The experimental and the calculated branching ratios to the excited 0 states for even-mass isotopes of Hg, Pb, Po and Rn are listed in Table 2. The hindered transitions () of these nuclei involve complex particle-hole excitations above or below the closed shell Z=82 Wod92 (). Although the situation becomes more complicated, it is seen from Table 2 that the experimental results are reasonably reproduced in the framework of the GLDM by taking into account the excited energies of the daughter nucleus. The -decay energies, the ground state branching ratios and the excitation energies of nuclei in Table 2 are taken from the experimental values Wau94 (); And00 (). It is found that the calculated branching ratios of Rn, Po, Pb and Hg are consistent with the experimental data. For the Pb, the calculated value slightly deviates from the experimental one (in table 2, the symbol denotes the cases where the calculated branching ratio deviates from the experimental data). The agreement may be further improved by taking into account more factors, such as the nuclear deformations Wod92 () and so forth.

Iv conclusions

In summary, the -decay branching ratios of even-even nuclei with mass numbers 180 A 202 and A have been calculated in the framework of the GLDM by taking into account the angular momentum of the -particle and the excitation probability of the daughter nucleus. The calculated branching ratios to the rotational band of the ground state of even-even actinides are consistent with the experimental data except for the branching ratios to the 4 state. The calculated branching ratios to the first and second excited 0 states of the daughter nucleus are also in agreement with the available experimental data. Some predicted branching ratios are calculated for the cases where the experimental values are still unknown. These theoretical predictions are very helpful to the unobserved hindered -transitions for future experiments.

V Acknowledgements

H.F Zhang is thankful to Prof. J. Q. Li, W. Zuo, Zhong-yu Ma, Bao-qiu Chen and G. Audi for their helpful discussions. The work is supported by the Natural Science Foundation of China (grants 100775061, 10505016 and 10575119), by the Fundamental Research Fund for Physics and Mathematics of Lanzhou University (LZULL200805), by the CAS Knowledge Innovation Project NO.KJCX-SYW-N02 and the Major State Basic Research Developing Program of China (2007CB815004).

References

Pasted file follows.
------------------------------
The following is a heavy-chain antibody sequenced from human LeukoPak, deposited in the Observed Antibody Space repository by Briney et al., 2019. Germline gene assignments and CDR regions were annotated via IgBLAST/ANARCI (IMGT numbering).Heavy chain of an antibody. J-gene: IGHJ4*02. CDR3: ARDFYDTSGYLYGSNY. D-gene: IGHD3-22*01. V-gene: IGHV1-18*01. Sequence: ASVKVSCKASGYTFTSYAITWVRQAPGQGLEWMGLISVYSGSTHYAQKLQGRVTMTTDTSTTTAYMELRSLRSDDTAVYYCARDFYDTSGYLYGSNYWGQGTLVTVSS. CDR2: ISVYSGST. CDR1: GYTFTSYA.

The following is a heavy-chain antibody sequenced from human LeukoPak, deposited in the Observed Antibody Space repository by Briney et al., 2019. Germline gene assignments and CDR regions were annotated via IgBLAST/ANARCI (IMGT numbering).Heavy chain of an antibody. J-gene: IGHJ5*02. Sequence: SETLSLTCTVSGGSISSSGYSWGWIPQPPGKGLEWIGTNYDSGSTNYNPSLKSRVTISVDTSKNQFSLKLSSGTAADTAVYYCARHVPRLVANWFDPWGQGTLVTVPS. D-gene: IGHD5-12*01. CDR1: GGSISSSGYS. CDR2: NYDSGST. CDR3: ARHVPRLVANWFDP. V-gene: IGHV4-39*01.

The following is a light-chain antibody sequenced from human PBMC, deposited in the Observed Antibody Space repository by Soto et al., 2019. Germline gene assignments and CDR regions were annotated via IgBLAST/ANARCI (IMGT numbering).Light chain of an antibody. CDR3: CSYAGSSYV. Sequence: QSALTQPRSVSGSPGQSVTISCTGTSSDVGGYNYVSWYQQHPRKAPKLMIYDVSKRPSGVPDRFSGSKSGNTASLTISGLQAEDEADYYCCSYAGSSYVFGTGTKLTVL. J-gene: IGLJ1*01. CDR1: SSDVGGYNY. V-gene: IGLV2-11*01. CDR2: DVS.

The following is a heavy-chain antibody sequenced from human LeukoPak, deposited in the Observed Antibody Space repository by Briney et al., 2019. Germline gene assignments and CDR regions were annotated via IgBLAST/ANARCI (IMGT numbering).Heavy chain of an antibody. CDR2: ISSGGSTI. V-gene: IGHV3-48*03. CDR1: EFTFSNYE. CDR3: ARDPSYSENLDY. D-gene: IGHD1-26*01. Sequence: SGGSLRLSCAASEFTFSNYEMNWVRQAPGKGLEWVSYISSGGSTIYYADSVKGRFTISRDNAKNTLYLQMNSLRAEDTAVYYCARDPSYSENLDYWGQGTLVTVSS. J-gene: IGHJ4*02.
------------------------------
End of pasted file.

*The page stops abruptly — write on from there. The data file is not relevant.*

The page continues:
• (1) G. Gamov, Z. Phys. 51, 204 (1928).
  • (2) E. U. Condon and R. W. Gurney, Nature 122, 439 (1928).
  • (3) R. G. Delion and A. Sandulescu, J. Phys. G 28, 617 (2002).
  • (4) R. G. Lovas, R. J. Liotta, K. Varga and D. S. Delion, Phys. Rep. 294, 265 (1998).
  • (5) P. E. Hodgeson and E. Bétäk, Phys. Rep. 374, 1 (2003).
  • (6) B. Buck, A. C. Merchant and S.M. Perez, Phys. Rev. C 45, 2247 (1992).
  • (7) B. Buck, A. C. Merchant and S. M. Perez, Atomic Data and Nuclear Data Table 54, 53 (1993).
  • (8) B. Buck, A. C. Merchant and S. M. Perez, Phys. Rev. Lett. 72, 1326 (1994).
  • (9) J. Waurers, P. Dendooven and M. Huyse, et al., Phys. Rev. C 47, 1447 (1993).
  • (10) G. Royer, J. Phys. G: Nucl. Part. Phys. 26, 1149 (2000).
  • (11) R. Moustabchir and G. Royer, Nucl. Phys. A 683, 266 (2001).
  • (12) H. F. Zhang, W. Zuo, J. Q. Li and G. Royer, Phys. Rev.C 74, 017304 (2006).
  • (13) H. F. Zhang et al., Chin. Phys. Lett. 23, 1734 (2006).
  • (14) P. Möller, J. R. Nix and K. L. Kratz, Atomic Data and Nuclear Data Table 66, 131 (1997).
  • (15) R. B. Firestone, V. S. Shirley, C. M. Baglin et al., Table of Isotopes, 8th ed. (Wiley Interscience, New York, 1996).
  • (16) J. Waurers, N. Bijnens, P. Dendooven et al., Phys. Rev. C 72, 1329 (1994).
  • (17) A. N. Andreyev, M. Huyse, P. Van Duppen et al., Nature 405, 430 (2000).
  • (18) J. D. Richards, C. R. Bingham, Y. A. Akovali et al., Phys. Rev. C 56, 2041 (1996).
  • (19) D. S. Denion, A. Florescu, M. Huyse et al., Phys. Rev. Lett. 74, 3939 (1995).
  • (20) A. Sobiczewski, I. Muntian and Z. Patyk, Phys. Rev. C 63, 034306 (2001).
  • (21) I. Muntian, Z. Patyk and A. Sobiczewski, Phys. Lett. B 500, 241 (2001).
  • (22) D. Karlgren, R. J. Liotta, R. Wyss, et al., Phys. Rev. C 73, 064304 (2006).
  • (23) M. Asai, K. Tsukada, S. Ichikawa, et al., Phys. Rev. C 73, 067301 (2006).
  • (24) Chang Xu and Zhongzhou Ren, Phys. Rev. C 75, 044301 (2007).
  • (25) J. L. Wodd, K. Heyde, W. Nazarewicz,et al., Phys. Rep. 215, 101 (1992).
Comments 0
Request Comment
You are adding the first comment!
How to quickly get a good reply:
  • Give credit where it’s due by listing out the positive aspects of a paper before getting into which changes should be made.
  • Be specific in your critique, and provide supporting evidence with appropriate references to substantiate general statements.
  • Your comment should inspire ideas to flow and help the author improves the paper.

The better we are at sharing our knowledge with each other, the faster we move forward.
""
The feedback must be of minimum 40 characters and the title a minimum of 5 characters
   
Add comment
Cancel
Loading ...
150889
This is a comment super asjknd jkasnjk adsnkj
Upvote
Downvote
""
The feedback must be of minumum 40 characters
The feedback must be of minumum 40 characters
Submit
Cancel

You are asking your first question!
How to quickly get a good answer:
  • Keep your question short and to the point
  • Check for grammar or spelling errors.
  • Phrase it like a question
Test
Test description